But it’s rather more than just having excellent qualifications and top notch training. The system is free from external ‘brakes’ to slow down learning. Such things as external inspection and examinations are a thing of the past, replaced by trust and a willingness to keep faith with this excellent foundation of good people well educated and trained for their job. . The Finns have built in agency to their system as well as capacity, in that it is continually generating improvement due to the structures in place and the recognition of its importance to the success of their country in the world.
Assessment is why we need teachers. Not examinations, or even summative assessment, but assessment for learning. We need assessment to define the route map which can be followed so that kids can direct their learning toward their goals in life. We need teachers to question them on what it is they have learned, and how well they understand it directing them back and forth through their knowledge grazing journey. Teachers are needed to help them self assess their progress, and to help them reorient where necessary, not to tell them what to learn but to show them where to go on their journey through knowledge acquisition, and more importantly, skills acquisition.
It is generally recognised that there does need to be a curriculum of sorts I believe. Children do need to be literate and numerate and more than this, to be able to recognise that learning does need to have a direction, or set if goals if it is to lead to college, training, jobs or university based careers and professions. So there is still a place for school but not perhaps as we know it, for the Finnish lesson has been the disruptive paradigm pushing a change agenda.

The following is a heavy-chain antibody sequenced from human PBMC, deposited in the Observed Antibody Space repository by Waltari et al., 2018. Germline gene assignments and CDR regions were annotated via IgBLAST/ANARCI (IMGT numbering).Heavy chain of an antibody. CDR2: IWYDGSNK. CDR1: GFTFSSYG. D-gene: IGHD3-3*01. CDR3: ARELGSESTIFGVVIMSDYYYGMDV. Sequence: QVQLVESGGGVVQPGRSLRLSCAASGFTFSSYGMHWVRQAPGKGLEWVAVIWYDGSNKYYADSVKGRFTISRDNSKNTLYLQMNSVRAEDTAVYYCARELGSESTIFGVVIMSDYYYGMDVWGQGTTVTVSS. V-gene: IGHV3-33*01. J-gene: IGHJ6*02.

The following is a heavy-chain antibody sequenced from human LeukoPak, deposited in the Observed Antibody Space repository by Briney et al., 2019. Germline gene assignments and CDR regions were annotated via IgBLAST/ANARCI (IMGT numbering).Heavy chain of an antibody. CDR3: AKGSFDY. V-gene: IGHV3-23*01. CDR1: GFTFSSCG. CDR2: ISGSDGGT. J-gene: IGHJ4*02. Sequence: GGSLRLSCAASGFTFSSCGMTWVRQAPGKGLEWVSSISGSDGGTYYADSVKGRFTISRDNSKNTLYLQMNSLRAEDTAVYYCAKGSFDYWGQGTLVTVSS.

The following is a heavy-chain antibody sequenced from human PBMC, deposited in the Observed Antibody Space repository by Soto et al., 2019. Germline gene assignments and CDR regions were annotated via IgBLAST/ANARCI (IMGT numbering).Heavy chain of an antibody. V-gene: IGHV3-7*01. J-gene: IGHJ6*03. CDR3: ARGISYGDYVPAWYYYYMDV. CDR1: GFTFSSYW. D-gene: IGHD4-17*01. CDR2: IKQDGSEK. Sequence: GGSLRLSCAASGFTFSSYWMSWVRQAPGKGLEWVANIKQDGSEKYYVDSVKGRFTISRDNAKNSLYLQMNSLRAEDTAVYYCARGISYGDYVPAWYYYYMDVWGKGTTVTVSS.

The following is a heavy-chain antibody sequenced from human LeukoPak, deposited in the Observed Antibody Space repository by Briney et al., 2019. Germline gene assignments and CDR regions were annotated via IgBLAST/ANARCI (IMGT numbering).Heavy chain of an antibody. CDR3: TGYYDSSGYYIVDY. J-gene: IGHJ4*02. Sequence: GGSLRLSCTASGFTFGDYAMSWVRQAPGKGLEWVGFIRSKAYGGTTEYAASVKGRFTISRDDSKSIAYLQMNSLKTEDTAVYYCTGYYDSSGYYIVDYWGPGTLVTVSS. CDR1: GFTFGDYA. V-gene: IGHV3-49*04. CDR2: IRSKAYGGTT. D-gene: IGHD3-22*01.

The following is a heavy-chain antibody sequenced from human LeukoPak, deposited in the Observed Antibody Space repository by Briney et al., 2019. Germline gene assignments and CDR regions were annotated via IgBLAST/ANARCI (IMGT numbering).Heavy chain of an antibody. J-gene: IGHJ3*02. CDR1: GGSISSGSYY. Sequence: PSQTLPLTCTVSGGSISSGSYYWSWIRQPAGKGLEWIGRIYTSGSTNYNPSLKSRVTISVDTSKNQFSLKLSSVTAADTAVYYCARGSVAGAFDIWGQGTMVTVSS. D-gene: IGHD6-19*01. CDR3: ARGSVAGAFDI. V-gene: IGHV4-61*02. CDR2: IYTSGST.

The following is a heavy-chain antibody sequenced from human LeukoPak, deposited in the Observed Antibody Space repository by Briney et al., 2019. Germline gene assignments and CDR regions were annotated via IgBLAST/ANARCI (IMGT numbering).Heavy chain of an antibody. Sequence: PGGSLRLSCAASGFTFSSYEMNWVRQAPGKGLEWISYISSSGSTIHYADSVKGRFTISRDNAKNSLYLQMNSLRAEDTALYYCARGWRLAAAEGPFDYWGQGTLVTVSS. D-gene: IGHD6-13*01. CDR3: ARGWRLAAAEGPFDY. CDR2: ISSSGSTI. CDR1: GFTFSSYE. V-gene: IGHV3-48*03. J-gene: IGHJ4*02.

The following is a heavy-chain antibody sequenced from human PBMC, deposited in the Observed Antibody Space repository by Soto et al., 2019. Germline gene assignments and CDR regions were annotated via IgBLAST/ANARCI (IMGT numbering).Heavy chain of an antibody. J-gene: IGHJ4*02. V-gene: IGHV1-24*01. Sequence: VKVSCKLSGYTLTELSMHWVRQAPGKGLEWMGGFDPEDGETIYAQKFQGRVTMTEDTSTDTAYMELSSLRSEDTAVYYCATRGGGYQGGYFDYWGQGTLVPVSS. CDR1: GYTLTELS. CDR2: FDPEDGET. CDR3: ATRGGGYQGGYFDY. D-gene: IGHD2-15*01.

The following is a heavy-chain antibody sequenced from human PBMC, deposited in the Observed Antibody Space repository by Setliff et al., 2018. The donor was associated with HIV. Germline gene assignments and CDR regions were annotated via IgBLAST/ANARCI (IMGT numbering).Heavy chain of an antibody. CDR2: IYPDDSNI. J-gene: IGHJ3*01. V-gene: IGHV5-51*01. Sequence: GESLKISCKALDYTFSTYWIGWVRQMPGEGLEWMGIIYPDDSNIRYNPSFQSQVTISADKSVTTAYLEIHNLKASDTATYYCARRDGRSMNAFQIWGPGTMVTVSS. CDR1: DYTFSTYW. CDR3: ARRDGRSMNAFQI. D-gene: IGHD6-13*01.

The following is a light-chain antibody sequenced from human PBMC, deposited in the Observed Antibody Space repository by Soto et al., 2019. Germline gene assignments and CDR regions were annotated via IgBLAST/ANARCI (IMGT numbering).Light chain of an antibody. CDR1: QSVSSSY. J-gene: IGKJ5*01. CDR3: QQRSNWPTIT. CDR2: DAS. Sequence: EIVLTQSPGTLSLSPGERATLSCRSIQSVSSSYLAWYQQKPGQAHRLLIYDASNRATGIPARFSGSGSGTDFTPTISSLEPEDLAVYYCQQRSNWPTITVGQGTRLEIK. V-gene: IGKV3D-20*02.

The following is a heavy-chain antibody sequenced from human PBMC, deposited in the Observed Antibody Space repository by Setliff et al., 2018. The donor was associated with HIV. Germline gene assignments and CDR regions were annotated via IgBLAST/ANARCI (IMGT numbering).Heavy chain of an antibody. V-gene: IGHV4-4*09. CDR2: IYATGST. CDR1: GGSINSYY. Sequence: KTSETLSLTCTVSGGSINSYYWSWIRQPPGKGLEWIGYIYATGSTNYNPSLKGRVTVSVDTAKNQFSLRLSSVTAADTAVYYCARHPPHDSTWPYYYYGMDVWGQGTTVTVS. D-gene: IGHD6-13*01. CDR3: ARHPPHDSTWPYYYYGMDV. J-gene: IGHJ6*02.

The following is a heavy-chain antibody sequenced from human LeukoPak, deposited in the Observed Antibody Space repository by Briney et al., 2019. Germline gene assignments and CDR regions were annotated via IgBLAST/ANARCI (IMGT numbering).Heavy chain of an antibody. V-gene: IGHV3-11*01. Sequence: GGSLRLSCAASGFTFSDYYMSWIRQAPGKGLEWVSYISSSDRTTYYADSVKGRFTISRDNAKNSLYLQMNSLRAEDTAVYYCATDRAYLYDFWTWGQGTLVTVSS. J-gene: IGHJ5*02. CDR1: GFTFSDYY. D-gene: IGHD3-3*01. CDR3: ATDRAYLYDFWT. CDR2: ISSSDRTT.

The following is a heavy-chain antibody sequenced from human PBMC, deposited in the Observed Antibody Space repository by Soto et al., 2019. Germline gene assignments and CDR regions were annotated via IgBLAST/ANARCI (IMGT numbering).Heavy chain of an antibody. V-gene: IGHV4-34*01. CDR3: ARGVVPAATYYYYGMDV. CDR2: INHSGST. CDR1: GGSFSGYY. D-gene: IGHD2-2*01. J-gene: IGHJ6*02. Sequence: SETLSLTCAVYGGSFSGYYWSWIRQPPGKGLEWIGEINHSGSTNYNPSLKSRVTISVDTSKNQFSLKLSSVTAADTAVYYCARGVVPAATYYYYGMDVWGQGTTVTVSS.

Formative assessment might be the disruptive paradigm to traditional instructional models of schooling, and so this traditional model of schooling should be replaced by something more akin to real education. Badges are the disruptive paradigm to examination and summative assessment.
Good formative assessment signposts the way towards valuable achievement and attainment. Good teachers recognise that this is their skill-set and their evolving role. They can direct knowledge grazing toward fresh pastures without reining it in and keeping it in exhausted fields. This type of teaching encourages skills acquisition rather than knowledge transfer which is a redundant concept in this Information Age. Those pictures of Aristotle standing holding forth to a group of enraptured students are not what school is about. Perhaps having Aristotle sitting amongst the students subtly influencing the direction of their discussions is more apt if we are to transpose the image onto a more modern day vista.
Leading from the middle perhaps?
Filed under: capacity-building
, future of education
, Quality assurance
, teaching and learning
, Clayten Christensen
, Dylan William
, formative assessment
, Guy Claxton
, Pasi Sahlberg
, teaching and learning